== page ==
The top one percent of earners made an average of $1.5 million more per year than the bottom 40 percent in 2014, according to a report released on Wednesday.
That’s an increase of 8.2 percent from the previous year.
And the biggest increases came for CEOs, who took home an average $1,958,964, and managers, who made $1 and $1 million more, respectively.
The top 1 percent earned nearly $1 trillion more than the rest of the population in 2014.
That figure, based on data from the U.S. Census Bureau, represents an increase in total compensation of 7.1 percent from last year, and more than double the 2 percent increase in the bottom half of the income distribution.
The top 1.5 percent also saw a 10.9 percent increase over last year’s median income of $45,500, and a 21.4 percent increase for the bottom 50 percent.
That’s a significant increase, especially since the bottom 25 percent of households are now earning less than half of what the top 1,000 made in 2014– a fact that many economists argue will make the gap even larger.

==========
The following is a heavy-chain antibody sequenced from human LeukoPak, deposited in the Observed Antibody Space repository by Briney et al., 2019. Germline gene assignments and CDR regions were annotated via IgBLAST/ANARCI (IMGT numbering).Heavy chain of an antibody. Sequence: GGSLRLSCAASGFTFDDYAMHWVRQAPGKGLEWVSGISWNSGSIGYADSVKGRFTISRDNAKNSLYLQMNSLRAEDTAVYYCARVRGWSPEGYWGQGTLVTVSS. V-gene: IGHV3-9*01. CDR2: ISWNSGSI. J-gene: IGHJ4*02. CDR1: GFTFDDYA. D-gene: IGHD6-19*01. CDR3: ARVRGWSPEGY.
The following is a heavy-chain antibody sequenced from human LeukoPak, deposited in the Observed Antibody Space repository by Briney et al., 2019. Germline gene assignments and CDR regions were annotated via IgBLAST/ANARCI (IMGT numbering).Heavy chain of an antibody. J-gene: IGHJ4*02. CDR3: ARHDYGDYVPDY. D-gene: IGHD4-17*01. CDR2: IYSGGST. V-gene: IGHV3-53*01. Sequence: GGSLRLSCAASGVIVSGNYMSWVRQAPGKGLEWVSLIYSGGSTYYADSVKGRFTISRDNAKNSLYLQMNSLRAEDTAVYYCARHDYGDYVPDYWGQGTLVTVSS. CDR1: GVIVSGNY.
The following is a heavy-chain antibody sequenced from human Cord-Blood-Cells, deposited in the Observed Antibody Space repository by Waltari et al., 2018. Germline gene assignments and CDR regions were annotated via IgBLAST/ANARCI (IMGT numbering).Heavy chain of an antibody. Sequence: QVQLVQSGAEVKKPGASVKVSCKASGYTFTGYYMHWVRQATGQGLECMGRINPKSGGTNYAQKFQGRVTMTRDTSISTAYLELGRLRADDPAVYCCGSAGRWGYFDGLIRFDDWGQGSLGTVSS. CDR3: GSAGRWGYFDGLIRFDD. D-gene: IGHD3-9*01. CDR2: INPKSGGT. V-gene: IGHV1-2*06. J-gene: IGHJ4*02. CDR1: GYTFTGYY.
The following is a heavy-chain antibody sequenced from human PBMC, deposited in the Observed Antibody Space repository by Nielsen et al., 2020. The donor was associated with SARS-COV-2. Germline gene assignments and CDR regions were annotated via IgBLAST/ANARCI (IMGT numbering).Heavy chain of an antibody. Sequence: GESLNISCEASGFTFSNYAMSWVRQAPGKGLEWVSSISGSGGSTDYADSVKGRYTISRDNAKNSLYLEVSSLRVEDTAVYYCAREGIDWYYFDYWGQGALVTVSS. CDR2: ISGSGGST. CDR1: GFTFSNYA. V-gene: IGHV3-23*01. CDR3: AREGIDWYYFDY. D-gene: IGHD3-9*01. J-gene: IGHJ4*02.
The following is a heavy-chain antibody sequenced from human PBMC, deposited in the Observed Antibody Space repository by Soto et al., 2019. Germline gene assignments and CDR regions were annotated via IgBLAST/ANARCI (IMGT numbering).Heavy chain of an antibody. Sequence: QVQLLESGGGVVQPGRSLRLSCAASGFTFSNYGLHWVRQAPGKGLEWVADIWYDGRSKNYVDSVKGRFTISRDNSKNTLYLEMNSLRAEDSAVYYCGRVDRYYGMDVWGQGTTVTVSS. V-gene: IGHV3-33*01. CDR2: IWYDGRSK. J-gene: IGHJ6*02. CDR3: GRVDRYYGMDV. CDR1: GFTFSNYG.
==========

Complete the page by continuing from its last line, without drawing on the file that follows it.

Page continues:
But even as wages for the top one-tenth of the American population have continued to rise, the incomes of the bottom 90 percent of Americans have stagnated, the report found.
In the top 10 percent of American households, median family income is down 13.3 percent over the last decade.
That is the lowest it has been since 1979.
The lowest-earning 10 percent now makes about half of all household income, according the report.
While that’s bad news for many families, it’s even worse for low-income families.
The report said the average income for a family of four making $40,000 a year has declined by 3.3 percentage points since 2014.
The average income is just 1.7 percentage points lower for a middle-income family.
And it’s 7.5 percentage points below the average for a lower-income couple.
That makes a family that makes $18,000 or less a household with an income of just $27,000, according the report.